And we don’t just talk the talk, we walk the walk, as reflected by the popularity of plastic surgery, elevator shoes, wood veneer paneling, cubic zirconia, toupees, artificial turf and cross-dressing. Last year, Americans spent $40 billion on cosmetics—an industry devoted almost entirely to helping people deceive each other about their appearance. It doesn’t matter whether we think that such lies are despicable or cause more harm than good. An important aspect of personal autonomy is the right to shape one’s public and private persona by choosing when to tell the truth about oneself, when to conceal and when to deceive. Of course, lies are often disbelieved or discovered, and that too is part of the pull and tug of social intercourse. But it’s critical to leave such interactions in private hands, so that we can make choices about who we are. How can you develop a reputation as a straight shooter if lying is not an option?
The dissenters, however, respond in kind:
Finally, how should one address the bleak dystopia hypothesized by Chief Judge Kozinski? In his view, if we are to take the Supreme Court at its word that false statements of fact are unprotected by the First Amendment, then a variety of white lies, exaggerations, and cosmetic enhancements—and apparently the core of self-expression itself—must fall. See Kozinski Concurrence at 3756-59. Such fears are wholly unfounded and miss the very crux of my disagreement with the majority.
As an initial matter, most of the “lies” that Chief Judge Kozinski postulates are not false statements of fact whatsoever. They are opinions (“Gee you’ve gotten skinny;” “She’s just a friend;” “I just haven’t met the right woman;” “I’m sooo lucky to have a smart boss like you;” “I had too much to drink;” “You’re the greatest living jurist”); expressions of emotion or sensation (“I love opera;” “But I love you so much;” “It’s not you, it’s me;” “My back hurts;” “I’ve got a headache”); predictions or plans (“[I]t won’t hurt a bit;” “I’ll call you about lunch”); exaggerations (“We go way back”); and playful fancy (“There are eight tiny reindeer on the roof- top”). Kozinski Concurrence at 3756, 3758-59. Even if these were to be described—under the loosest possible definition— as statements of fact, they would hardly be falsifiable.
Both opinions are well written and worth a read on the constitutional analysis.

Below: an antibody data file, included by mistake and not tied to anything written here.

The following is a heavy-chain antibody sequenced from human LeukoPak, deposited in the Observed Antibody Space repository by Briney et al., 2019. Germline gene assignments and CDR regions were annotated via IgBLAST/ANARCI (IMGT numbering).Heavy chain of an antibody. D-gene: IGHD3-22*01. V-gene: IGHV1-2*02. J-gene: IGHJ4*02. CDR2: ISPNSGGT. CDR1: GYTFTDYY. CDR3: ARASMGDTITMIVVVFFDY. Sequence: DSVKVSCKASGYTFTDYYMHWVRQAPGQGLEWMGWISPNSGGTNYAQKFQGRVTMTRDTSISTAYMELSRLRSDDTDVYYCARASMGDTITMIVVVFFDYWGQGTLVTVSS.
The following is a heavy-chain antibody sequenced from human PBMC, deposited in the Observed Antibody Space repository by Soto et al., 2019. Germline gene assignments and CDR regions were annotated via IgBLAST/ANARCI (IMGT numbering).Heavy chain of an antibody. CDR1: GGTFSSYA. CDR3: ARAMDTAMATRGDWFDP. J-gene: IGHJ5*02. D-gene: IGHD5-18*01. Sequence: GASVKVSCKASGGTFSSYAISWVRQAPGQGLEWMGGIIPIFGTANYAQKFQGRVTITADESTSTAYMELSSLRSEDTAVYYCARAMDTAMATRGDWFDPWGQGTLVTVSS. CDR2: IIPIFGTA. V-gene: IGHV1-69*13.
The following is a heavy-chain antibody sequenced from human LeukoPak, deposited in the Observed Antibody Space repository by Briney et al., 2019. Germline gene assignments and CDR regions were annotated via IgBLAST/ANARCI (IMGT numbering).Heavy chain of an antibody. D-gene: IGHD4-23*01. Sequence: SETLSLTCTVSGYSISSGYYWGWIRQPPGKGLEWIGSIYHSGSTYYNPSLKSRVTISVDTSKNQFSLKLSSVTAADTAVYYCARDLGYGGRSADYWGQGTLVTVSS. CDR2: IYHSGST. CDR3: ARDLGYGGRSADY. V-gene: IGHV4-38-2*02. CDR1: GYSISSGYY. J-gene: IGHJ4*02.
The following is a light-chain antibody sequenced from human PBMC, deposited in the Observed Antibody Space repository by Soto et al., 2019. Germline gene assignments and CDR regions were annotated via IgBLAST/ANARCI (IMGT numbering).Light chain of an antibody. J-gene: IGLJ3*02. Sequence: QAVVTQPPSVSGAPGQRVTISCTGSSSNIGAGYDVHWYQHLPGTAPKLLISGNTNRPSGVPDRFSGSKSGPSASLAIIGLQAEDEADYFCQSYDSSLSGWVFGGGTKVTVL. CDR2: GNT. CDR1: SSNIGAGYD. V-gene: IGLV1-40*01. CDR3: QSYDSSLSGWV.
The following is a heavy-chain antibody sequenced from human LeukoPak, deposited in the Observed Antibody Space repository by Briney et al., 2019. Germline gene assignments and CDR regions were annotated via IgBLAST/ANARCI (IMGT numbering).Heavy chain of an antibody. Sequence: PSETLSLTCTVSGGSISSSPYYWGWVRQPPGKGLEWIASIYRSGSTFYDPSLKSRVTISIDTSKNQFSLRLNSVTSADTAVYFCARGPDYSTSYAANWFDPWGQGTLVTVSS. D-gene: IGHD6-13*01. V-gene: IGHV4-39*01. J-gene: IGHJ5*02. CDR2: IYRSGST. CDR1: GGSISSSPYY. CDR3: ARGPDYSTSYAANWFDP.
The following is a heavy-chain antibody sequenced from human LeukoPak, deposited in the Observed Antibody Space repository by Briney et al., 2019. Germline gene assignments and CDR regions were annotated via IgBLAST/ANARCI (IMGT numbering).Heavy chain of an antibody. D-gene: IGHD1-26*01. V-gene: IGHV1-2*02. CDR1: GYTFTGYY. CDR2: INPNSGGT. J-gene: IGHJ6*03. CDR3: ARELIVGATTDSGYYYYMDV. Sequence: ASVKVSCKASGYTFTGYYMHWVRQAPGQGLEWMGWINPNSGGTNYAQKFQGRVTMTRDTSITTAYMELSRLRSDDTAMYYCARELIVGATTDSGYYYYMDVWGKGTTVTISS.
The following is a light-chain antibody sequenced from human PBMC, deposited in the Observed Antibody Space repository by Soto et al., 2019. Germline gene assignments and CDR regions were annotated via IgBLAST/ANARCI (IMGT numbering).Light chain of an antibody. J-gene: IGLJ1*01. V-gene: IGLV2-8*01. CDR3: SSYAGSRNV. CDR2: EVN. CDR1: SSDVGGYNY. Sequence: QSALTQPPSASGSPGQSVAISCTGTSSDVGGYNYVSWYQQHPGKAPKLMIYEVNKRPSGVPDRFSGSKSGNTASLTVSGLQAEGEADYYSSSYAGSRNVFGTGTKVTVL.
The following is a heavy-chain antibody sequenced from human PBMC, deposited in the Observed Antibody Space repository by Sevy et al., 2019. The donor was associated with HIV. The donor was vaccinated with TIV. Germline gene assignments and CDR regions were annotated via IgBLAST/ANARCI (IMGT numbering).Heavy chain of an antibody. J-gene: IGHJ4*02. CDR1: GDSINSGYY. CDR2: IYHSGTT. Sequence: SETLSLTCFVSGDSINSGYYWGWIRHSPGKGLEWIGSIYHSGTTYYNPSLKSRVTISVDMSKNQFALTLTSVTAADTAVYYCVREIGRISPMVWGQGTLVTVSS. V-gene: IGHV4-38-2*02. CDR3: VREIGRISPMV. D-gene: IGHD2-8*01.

I debated this ruling on NPR (LA) with Eugene Volokh, professor of law at the UCLA School of Law, who agreed with the dissent by Judge Diarmuid F. O’Scannlain and six other judges. I respect Gene who is the founder of Volokh conspiracy, one of the largest legal blogs and probably the leading voice among blogs for conservatives. Gene made a case for arguing that lies are unprotected and thus the government could criminalize any lies. To his credit, he did not shy away from the implication of the view of the dissenters — a much broader criminalization of false statements.
We are obviously worlds apart. In areas like defamation, the Supreme Court has long held that even false statements can be protected in cases of public figures and public officials. The motivating concern is the breathing space needed for free speech. Free speech means that some obnoxious speech is allowed in society to preserve the robust and free expression of ideas. If the government can charge someone criminally for lies, the result destroys the “crush space” that free speech requires to flourish in our society. Most any controversial statements could be challenged as a lie on some level. A criminalization of lies would allow the government sweeping ability to proceed against critics and unpopular individuals for statements that can be claimed as falsehoods.
The Ninth Circuit opinion is a great victory for free speech. Where individuals lie about military records for financial benefits, they can (and have been) tried for fraud. The rest are lies which can be exposed and denounced — as in the case of Xavier Alvarez.
Here is the opinion: 08-50345
Source: LA Times